CFA: The Future of Republicanism: Liberal, Critical, Radical?
Submission deadline: March 27, 2017
June 26, 2017 - June 27, 2017
University of York
York, United Kingdom
The recent revival of civic republicanism has seen the emergence of distinct and often antagonistic tendencies within republican political theory. As scholarship on republicanism has blossomed, little time has been devoted to considering what unites republicans beyond a commitment to the wrong of domination. Similarly, there has been a lack of sustained attention to how different republican approaches to social, political, and economic life cohere or conflict with one another. We believe a reckoning is due.
Our aim in this conference is to clarify the divisions among republicans and ask which forms of republicanism, if any, are best placed to provide solutions to contemporary political problems. Should republicans align themselves with liberal egalitarianism, critical and socialist approaches, or insist on developing an independent republican tradition? Ought republicans endorse cultural or structural conceptions of domination? Must civic republicanism be an elitist tradition or can republicans embrace widespread popular participation in politics? How sympathetic should republicans be to the market economy, universal basic income, workplace democracy, or a post-capitalist politics?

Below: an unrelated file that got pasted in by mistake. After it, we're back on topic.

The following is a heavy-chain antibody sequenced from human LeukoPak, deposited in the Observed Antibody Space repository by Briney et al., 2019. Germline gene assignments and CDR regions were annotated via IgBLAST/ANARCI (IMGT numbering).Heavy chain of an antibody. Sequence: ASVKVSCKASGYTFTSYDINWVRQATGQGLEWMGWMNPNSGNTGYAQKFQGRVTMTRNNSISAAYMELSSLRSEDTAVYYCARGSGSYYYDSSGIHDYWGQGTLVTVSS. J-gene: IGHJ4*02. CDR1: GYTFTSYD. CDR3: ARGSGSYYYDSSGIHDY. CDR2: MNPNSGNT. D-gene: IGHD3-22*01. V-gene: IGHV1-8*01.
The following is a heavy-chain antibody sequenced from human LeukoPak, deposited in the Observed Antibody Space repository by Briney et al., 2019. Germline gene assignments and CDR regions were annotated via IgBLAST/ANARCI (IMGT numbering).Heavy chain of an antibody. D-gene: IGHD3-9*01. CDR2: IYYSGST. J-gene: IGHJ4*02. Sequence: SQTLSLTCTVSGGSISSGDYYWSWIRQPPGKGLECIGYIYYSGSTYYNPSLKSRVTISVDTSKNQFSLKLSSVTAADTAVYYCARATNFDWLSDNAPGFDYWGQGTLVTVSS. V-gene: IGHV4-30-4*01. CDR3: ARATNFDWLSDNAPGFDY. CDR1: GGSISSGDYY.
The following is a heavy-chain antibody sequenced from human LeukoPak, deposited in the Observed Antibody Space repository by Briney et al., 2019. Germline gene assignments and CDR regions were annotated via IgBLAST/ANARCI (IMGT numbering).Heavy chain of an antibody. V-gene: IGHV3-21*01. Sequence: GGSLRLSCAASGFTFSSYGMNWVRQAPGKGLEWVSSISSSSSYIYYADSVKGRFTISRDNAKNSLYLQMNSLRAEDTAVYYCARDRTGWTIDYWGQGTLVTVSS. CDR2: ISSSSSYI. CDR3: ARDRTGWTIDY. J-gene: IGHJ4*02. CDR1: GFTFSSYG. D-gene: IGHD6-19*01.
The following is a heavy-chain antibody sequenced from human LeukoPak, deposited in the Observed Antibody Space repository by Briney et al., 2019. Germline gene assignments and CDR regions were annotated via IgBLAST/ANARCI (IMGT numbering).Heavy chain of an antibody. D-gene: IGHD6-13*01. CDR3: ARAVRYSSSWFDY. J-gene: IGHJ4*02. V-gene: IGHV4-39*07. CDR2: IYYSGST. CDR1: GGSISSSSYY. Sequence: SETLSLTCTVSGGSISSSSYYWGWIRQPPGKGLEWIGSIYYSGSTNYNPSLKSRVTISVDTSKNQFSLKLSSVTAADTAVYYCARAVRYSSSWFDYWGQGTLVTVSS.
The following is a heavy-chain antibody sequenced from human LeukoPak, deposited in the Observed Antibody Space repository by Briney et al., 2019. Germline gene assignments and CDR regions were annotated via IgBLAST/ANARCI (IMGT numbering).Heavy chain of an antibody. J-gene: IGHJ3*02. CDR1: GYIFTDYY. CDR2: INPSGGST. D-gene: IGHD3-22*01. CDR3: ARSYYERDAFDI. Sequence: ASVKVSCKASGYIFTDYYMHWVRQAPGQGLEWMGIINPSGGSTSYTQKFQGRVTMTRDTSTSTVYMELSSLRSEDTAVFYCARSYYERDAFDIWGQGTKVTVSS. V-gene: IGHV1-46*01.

Keynote speakers will be:
- Professor Cécile Laborde
- Professor Philip Pettit
We welcome both theoretical and historical proposals addressing the state of play with respect to republican scholarship and the future direction of republican political thought, including but not limited to:
➢The republican economy
➢Republicanism, Marxism, and critical theory
➢Liberal republicanism and property-owning democracy
➢Conservatism and elitism within the republican tradition
➢Republicanism and race
➢Should republican citizens be patriots?
➢Structural domination and usurpation
➢Gender in republican thought
➢Republican democracy against or beyond the state
➢Can there be a ‘radical republicanism’?
We invite abstracts of between 300 and 800 words outlining talks of 30 minutes in length. These should be submitted to firstname.lastname@example.org by the end of 27th March 2017. We aim to notify participants by 5th April. Registration for all other attendees will open in due course.